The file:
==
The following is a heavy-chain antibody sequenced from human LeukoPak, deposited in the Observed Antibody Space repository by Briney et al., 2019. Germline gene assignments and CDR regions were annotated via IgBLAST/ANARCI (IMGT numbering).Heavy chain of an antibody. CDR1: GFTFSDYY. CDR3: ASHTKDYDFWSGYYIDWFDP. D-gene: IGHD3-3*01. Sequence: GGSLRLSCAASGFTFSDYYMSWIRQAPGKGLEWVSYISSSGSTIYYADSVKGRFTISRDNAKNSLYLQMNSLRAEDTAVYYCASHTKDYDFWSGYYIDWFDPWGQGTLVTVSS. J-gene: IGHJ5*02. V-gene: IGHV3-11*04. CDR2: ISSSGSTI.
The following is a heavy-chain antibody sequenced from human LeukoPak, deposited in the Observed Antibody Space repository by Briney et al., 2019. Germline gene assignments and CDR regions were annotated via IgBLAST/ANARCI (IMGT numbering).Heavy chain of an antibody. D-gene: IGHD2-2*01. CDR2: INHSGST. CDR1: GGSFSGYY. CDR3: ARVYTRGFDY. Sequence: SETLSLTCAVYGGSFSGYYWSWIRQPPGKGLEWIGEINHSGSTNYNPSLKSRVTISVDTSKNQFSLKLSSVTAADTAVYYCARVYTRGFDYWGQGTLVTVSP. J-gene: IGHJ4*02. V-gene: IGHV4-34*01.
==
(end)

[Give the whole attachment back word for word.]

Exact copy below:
The following is a heavy-chain antibody sequenced from human LeukoPak, deposited in the Observed Antibody Space repository by Briney et al., 2019. Germline gene assignments and CDR regions were annotated via IgBLAST/ANARCI (IMGT numbering).Heavy chain of an antibody. CDR1: GFTFSDYY. CDR3: ASHTKDYDFWSGYYIDWFDP. D-gene: IGHD3-3*01. Sequence: GGSLRLSCAASGFTFSDYYMSWIRQAPGKGLEWVSYISSSGSTIYYADSVKGRFTISRDNAKNSLYLQMNSLRAEDTAVYYCASHTKDYDFWSGYYIDWFDPWGQGTLVTVSS. J-gene: IGHJ5*02. V-gene: IGHV3-11*04. CDR2: ISSSGSTI.
The following is a heavy-chain antibody sequenced from human LeukoPak, deposited in the Observed Antibody Space repository by Briney et al., 2019. Germline gene assignments and CDR regions were annotated via IgBLAST/ANARCI (IMGT numbering).Heavy chain of an antibody. D-gene: IGHD2-2*01. CDR2: INHSGST. CDR1: GGSFSGYY. CDR3: ARVYTRGFDY. Sequence: SETLSLTCAVYGGSFSGYYWSWIRQPPGKGLEWIGEINHSGSTNYNPSLKSRVTISVDTSKNQFSLKLSSVTAADTAVYYCARVYTRGFDYWGQGTLVTVSP. J-gene: IGHJ4*02. V-gene: IGHV4-34*01.